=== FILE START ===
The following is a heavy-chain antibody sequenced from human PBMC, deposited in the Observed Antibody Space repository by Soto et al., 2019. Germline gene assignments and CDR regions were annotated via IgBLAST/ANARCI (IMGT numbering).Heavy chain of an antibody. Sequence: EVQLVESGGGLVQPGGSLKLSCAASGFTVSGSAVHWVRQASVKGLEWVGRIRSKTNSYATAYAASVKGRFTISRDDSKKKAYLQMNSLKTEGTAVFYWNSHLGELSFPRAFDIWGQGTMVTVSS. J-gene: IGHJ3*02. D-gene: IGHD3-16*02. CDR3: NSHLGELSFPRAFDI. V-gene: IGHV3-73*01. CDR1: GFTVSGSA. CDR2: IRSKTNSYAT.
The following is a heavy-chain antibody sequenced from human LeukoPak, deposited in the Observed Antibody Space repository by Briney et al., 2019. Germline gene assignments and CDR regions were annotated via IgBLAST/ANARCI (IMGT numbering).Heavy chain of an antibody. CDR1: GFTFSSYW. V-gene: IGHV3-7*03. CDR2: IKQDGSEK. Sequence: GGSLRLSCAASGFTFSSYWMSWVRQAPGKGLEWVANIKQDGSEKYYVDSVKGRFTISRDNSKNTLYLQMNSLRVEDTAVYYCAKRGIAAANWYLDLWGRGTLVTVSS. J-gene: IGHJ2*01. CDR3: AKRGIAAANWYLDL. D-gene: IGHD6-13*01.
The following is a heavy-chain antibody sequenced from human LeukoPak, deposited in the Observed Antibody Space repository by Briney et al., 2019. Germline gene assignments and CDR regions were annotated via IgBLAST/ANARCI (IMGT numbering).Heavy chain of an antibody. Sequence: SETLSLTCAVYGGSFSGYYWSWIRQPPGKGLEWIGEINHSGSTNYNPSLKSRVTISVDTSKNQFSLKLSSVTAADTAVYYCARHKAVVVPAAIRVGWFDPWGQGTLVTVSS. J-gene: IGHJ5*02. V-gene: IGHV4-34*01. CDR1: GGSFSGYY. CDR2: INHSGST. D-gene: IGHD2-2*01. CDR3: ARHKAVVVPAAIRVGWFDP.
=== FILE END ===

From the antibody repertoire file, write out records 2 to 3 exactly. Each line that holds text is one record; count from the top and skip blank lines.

The following is a heavy-chain antibody sequenced from human LeukoPak, deposited in the Observed Antibody Space repository by Briney et al., 2019. Germline gene assignments and CDR regions were annotated via IgBLAST/ANARCI (IMGT numbering).Heavy chain of an antibody. CDR1: GFTFSSYW. V-gene: IGHV3-7*03. CDR2: IKQDGSEK. Sequence: GGSLRLSCAASGFTFSSYWMSWVRQAPGKGLEWVANIKQDGSEKYYVDSVKGRFTISRDNSKNTLYLQMNSLRVEDTAVYYCAKRGIAAANWYLDLWGRGTLVTVSS. J-gene: IGHJ2*01. CDR3: AKRGIAAANWYLDL. D-gene: IGHD6-13*01.
The following is a heavy-chain antibody sequenced from human LeukoPak, deposited in the Observed Antibody Space repository by Briney et al., 2019. Germline gene assignments and CDR regions were annotated via IgBLAST/ANARCI (IMGT numbering).Heavy chain of an antibody. Sequence: SETLSLTCAVYGGSFSGYYWSWIRQPPGKGLEWIGEINHSGSTNYNPSLKSRVTISVDTSKNQFSLKLSSVTAADTAVYYCARHKAVVVPAAIRVGWFDPWGQGTLVTVSS. J-gene: IGHJ5*02. V-gene: IGHV4-34*01. CDR1: GGSFSGYY. CDR2: INHSGST. D-gene: IGHD2-2*01. CDR3: ARHKAVVVPAAIRVGWFDP.